MONEY buying a home

What a Zillow/Trulia Merger Might Mean For Consumers

House with SOLD sign
Martin Barraud—Getty Images

UPDATED—4:21 P.M.

It’s official. Zillow and Trulia, the two largest sites in the home listings game, are merging. Together they account for about 48% (not including local websites) of listings web traffic.

The deal, worth $3.5 billion in Zillow stock, has already been good for investors. Both companies’ stock is through the roof as Wall Street rewards Zillow for effectively eliminating its major competitor. Zillow’s press release states that both brands will be maintained, but Trulia CEO Pete Flint will begin reporting to Zillow’s chief executive, Spencer Rascoff. For all intents and purposes, Zillow-Trulia is now the only game in town, with a combined traffic that’s more than 3.5 times that of its nearest competitor, Realtor.com, according to comScore.

What does Zillow’s new, even-more-dominant market position mean for the consumer? Probably not a whole lot—at least initially.

The major concern consumers have long held with both Zillow and Trulia is the accuracy of the services’ listing information. The notorious(ly questionable) ‘Zestimate’ aside, the big two have been dinged for having out-of-date listings information. Because neither company has access to the large sample of multiple listing service (MLS) data that members of the National Association of Realtors are privy to, each relies on a hodgepodge of MLS listings, third-party services, and individual brokerages for their listing information.

The results can be hit or miss. It’s not uncommon to find a home on either site that’s already off the market. Realtor.com, run by the National Association of Realtors (NAR), has made its large MLS network—the site has access to virtually all of the country’s listing services—and more accurate listing information the cornerstone of recent marketing efforts.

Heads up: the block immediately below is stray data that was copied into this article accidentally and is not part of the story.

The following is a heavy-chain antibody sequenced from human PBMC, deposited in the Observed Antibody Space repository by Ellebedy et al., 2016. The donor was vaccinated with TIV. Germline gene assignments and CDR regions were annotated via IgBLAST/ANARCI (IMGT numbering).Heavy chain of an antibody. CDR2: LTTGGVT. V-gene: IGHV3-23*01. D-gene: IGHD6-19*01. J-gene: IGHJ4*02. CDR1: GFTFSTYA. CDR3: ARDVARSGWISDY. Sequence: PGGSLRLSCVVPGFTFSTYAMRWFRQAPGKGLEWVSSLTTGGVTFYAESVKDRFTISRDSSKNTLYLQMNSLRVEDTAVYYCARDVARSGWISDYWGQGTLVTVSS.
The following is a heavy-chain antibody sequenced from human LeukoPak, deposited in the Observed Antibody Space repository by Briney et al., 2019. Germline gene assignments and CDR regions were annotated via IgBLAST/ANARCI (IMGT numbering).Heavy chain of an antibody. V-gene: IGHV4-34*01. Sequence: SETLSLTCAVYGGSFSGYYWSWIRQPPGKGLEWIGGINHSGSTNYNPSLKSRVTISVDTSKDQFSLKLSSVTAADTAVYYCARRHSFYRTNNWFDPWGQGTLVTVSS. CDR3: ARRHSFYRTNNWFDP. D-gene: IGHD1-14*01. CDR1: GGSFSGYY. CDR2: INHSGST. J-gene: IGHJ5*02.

A Zillow/Trulia merger isn’t likely to make their listing information any more reliable, and Zillow doesn’t mention increased accuracy as one of the “expected benefits” of the deal. Sissy Lappin, a Texas Realtor and founder of ListingDoor.com, thinks the Zillow/Trulia merger is a pure-and-simple market share grab, not a quest for more or better data. “They’re buying out the competition,” Lappin says.

That shouldn’t come as much of a surprise, both because each company has likely already made deals with all of the data providers willing to do business, and because the data only needs to be accurate enough to attract customers, not necessarily to sell them a particular home. Zillow makes most of its money by providing real estate agents with early leads, and even its own CEO has gone so far as to endorse the notion that “a lead on a stale listing is still a good lead.”

At the end of the day, consumers might find themselves the losers in the merger. 24/7 Wall Street points out that less competition for agents’ business could lead Zillow to charge them higher advertising fees, and those agents may pass on the costs to the buyers they represent. That said, how much agents actually pay for ad space on Trulia/Zillow is a hotly debated topic, and it’s still unclear whether agents—who, after all, provide Zillow with listings—or the company itself has the upper hand in the relationship.

Ultimately, the big question is whether the merger will bring long-simmering tensions between brokerage firms and Trulia/Zullow to a boil. Brokers like the advertising and leads online listings sites provide, but they also don’t like that agents can circumvent real estate franchises and go to the customer directly. There’s always the potential that Zillow becomes so large it can muscle out the middle man, and if enough of the industry fears this is coming true, they could pull their listings entirely.

Zillow denies they have any aspirations beyond creating a mutually beneficial partnership. “We’ve never wanted to become a real estate brokerage,” stated one company spokesman. The question is whether brokers believe that partnership is more beneficial than threatening. If they don’t, and decide to pull their listings—the so called “nuclear option”—it would have a huge impact on the market, for both consumers and everyone involved in the real estate business.

CORRECTION: A previous version of this post stated that Trulia and Zillow shared 90% of online listings traffic. According to Zillow, that number is 48%.

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